The African National Congress has not yet decided on who should replace North West Premier Supra Mahumapelo who announced his “early retirement” this week.
The ANC’s national executive committee has been in a closed meeting in Irene, Pretoria since Saturday to deliberate on the state of the party, its provinces, its recent land summit and the state of the country’s economy.
It was also expected to discuss who it wanted to take over the platinum-rich province’s government.
Mahumapelo stepped down following violent protests and calls for him to resign from both residents and ANC members.
His province has been embroiled in allegations of corruption and maladministration. President Cyril Ramaphosa was forced to place all the provincial departments there under administration when the health department collapsed.
Several NEC members had said Mahumapelo and his provincial executive committee’s fate would come under the spotlight at this conference, with some saying this would spell the end of the PEC and Mahumapelo’s reign as chairperson of the party in the North West.
However, ANC secretary general Ace Magashule told journalists on the sidelines of the NEC gathering that the PEC was still “intact”.
He said there had been no decision taken as to who should replace Mahumapelo as Premier.
“The North West discussions are still going on, we have not yet arrived at that position, but we are saying we need further engagement,” said Magashule.
He said the province’s PEC had submitted three names for consideration.
“We want to further engage with the PEC as well as other structures, so we … resolve the problems of the North West once and for all,” said Magashule.
Magashule said a team would also be sent to KwaZulu-Natal to assess the state of regions there. There has been a spate of political killings in the province recently and numerous ANC members have been targeted.
He told journalists they had been satisfied with the regions and provinces they had assessed so far.
“Once a province meets the threshold, it qualifies to go to conference but we are sensitive to the issues of KwaZulu Natal.
“We are going to send a team to KZN, not just Harry Gwala and Moses Mabhida but to continue to do work and stabilise,” said Magashule.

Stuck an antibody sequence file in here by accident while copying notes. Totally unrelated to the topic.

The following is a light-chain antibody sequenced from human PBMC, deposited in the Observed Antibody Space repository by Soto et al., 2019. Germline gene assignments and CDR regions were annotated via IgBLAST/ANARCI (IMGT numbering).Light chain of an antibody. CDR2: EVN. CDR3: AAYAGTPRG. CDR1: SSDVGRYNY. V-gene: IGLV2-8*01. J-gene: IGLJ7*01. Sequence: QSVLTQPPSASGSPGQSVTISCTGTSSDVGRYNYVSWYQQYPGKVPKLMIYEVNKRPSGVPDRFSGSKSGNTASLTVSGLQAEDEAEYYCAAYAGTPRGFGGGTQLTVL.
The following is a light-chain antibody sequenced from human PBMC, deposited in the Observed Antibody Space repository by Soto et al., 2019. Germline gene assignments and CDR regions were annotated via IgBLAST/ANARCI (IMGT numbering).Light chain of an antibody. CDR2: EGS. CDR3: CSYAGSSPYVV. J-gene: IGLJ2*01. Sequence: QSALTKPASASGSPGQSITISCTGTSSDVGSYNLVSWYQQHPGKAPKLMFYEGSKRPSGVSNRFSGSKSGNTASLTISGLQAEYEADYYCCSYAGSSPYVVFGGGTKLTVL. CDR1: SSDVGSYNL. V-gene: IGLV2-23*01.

Speaking on the controversial Free State conference which took place last week, Magashule said the elected provincial chairperson Sam Mashinini and secretary Paseka Nompondo were at the NEC meeting. He said a report from the NEC on the conference would be delivered.
Some disgruntled Free State party members are threatening to go to court and challenge last week‘s conference, complaining that proper procedures and ANC constitution guidelines were ignored.
Meanwhile, on the issue of land, Magashule said they were continuing to engage following the historic land summit the party held last week.
It had recommended that instead of attempting to amend the Constitution, government needed to go ahead and expropriate land without compensation – thus testing the legislation around the issue.
“We are going to further engage with stakeholders in South Africa. Take on board other communities but we have discussed this matter… we are even going to engage traditional leaders and our structures on the ground in our communities to brief them on the outcome of our land summit,” said Magashule.
Some traditional leaders expressed outrage over comments made by former President Kgalema Motlanthe at the summit at the time. He questioned communal land and reminded the ANC that it needed to put the people ahead of chiefs and traditional leaders.
He also questioned the Ingonyama trust, of which the Zulu king Goodwill Zwelithini is the sole trustee.